Three proposed charter schools in the Atlantic City and greater Bridgeton area are among 38 applications received by the state Board of Education by the April 7 deadline.
All of the schools have local founders, including the mayor of Bridgeton, but two are working with Sabis Educational Systems, which runs private and charter schools in 15 countries and several states, including New Jersey, Massachusetts and New York.
The International Academy of Atlantic City Charter School would target Atlantic City and Pleasantville. The International Academy of Greater Bridgeton Charter School would target Bridgeton, Upper Deerfield Township and Fairfield Township. Both are working with Sabis. The Bridgeton Public Charter School would focus just on Bridgeton.
Matthew Craig, New Jersey state development coordinator for Sabis, which is based in Minnesota, said they have already begun working to reach out to the community and identify potential sites for the school in Atlantic City. Craig formerly worked for the state Department of Education Charter School office.
He said that with the closings of charter schools in Atlantic City and Pleasantville, there is a gap they hope the new school can fill. He said Sabis offers an international approach they hope will appeal to the diverse population in the city.
The schools have managed to attract some high-profile founders to their boards of trustees.
Peter Caporilli, of Galloway Township, owner of Tidewater Workshop, is the lead founder of the Atlantic County school, according to a list supplied by Sabis. Other founders include Pleasantville chiropractor Thomas Miller, Noyes Museum director Michael Cagno, Revel Casino Hotel Vice President Cyndee Phoenix, Sturdy Savings Bank auditor Jeff Harris, Stockton College Educational Opportunity Fund Director Stacey Zacharoff, Atlantic City teacher Stacey Robinson, Pleasantville parent Doris Rowell, financial adviser Rolanda Brewer, of Sicklerville, and AAA Academy for Children founder Larry Chenault of Dover, Morris County.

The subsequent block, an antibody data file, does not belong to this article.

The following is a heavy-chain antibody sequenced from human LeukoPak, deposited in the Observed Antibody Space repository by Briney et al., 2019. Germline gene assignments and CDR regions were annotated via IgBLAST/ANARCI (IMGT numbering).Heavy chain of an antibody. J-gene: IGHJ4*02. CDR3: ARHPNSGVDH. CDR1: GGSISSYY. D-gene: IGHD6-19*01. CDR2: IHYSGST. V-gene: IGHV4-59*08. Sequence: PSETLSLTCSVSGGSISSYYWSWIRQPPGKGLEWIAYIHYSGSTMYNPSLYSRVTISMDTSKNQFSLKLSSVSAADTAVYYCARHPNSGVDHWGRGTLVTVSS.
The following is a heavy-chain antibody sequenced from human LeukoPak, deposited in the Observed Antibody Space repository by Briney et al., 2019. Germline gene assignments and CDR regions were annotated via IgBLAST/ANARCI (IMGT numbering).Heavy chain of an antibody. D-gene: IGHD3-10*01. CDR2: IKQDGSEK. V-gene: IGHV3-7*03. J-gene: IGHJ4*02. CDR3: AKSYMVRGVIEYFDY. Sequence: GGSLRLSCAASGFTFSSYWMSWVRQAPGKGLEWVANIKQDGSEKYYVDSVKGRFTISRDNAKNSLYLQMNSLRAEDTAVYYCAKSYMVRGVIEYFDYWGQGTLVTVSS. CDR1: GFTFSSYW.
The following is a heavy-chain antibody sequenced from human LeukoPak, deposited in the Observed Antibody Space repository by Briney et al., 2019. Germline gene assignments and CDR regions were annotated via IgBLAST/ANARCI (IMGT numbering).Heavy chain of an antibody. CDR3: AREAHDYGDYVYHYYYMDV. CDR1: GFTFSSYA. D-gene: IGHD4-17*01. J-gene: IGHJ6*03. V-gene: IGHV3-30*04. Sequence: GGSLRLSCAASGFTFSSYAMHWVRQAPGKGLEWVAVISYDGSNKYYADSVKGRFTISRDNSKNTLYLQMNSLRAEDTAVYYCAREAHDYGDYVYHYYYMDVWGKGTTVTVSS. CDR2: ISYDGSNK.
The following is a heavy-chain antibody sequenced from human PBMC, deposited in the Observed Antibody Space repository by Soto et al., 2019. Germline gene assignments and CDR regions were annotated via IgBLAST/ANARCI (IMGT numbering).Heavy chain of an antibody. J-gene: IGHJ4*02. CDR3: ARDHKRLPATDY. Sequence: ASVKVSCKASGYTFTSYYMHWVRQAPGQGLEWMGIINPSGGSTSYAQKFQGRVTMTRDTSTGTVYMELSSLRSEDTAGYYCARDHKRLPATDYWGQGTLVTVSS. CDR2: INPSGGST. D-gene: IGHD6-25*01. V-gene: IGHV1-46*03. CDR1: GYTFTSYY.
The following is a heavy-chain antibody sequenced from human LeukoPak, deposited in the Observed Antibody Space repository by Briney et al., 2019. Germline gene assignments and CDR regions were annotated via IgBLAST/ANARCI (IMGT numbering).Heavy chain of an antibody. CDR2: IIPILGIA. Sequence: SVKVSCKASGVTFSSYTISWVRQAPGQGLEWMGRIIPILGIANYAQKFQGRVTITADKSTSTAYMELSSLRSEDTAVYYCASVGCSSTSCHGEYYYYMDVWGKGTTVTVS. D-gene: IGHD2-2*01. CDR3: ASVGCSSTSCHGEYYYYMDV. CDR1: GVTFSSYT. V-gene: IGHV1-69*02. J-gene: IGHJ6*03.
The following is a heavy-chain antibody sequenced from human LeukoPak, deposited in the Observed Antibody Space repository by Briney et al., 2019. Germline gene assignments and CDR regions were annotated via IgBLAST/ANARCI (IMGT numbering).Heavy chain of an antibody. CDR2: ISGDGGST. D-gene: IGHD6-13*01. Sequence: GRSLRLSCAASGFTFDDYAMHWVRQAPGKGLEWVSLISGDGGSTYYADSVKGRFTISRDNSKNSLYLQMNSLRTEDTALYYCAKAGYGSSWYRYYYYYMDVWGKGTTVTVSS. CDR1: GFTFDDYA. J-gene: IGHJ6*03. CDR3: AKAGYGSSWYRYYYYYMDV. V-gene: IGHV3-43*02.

Caporilli said he is impressed with the work being done in Atlantic City public schools but also thinks there is room for another option in a smaller charter school. The Atlantic City School would have about 700 students in grades K-6, but could later expand through high school.
Caporilli, who is active with the Stockton College Foundation, said he believes if the area is to thrive the workforce must be well-educated, and he is impressed with the success of Sabis schools in narrowing the achievement gap for minority and low-income children.
“They have a model I can get behind,” he said.
The proposed Greater Bridgeton school’s founders include Bridgeton Mayor Albert Kelly, who is also CEO of Gateway Community Action Partnership in Bridgeton. Several other founding members are also affiliated with Gateway including Vice President and COO Edward Bethea, attorney Demetricia Todd-Hunter, case worker Samantha Jones, senior director of childcare Colleen Wright, and Head Start Family Partnership Specialist Shelly Mihalecz.
Other founders include Marian King, of Bridgeton; Tambria Swift, of Clayton, Gloucester County; Larry Chenault, of Dover, Morris County; Willie Maddox, of Deptford, Gloucester County; Audrey Miller, of Winslow, Camden County; Cheng Hsieh, of Lake Hopatcong, Morris County, and Dr. Lance Brown of Burlington County.
A similar Gateway Charter School proposal, with Wright as spokeswoman was submitted last year, but not approved. Kelly could not be reached for comment Wednesday.
The Bridgeton Public School projects teaching 285 students in grades K-4. Founder Charlotte Gould could not be reached for comment Wednesday.
All applications must still be reviewed by the state Department of Education, with approvals announced by Sept. 30. The approved schools would be able to open in September 2015. Last year only three of 38 applications were approved.
Contact Diane D'Amico: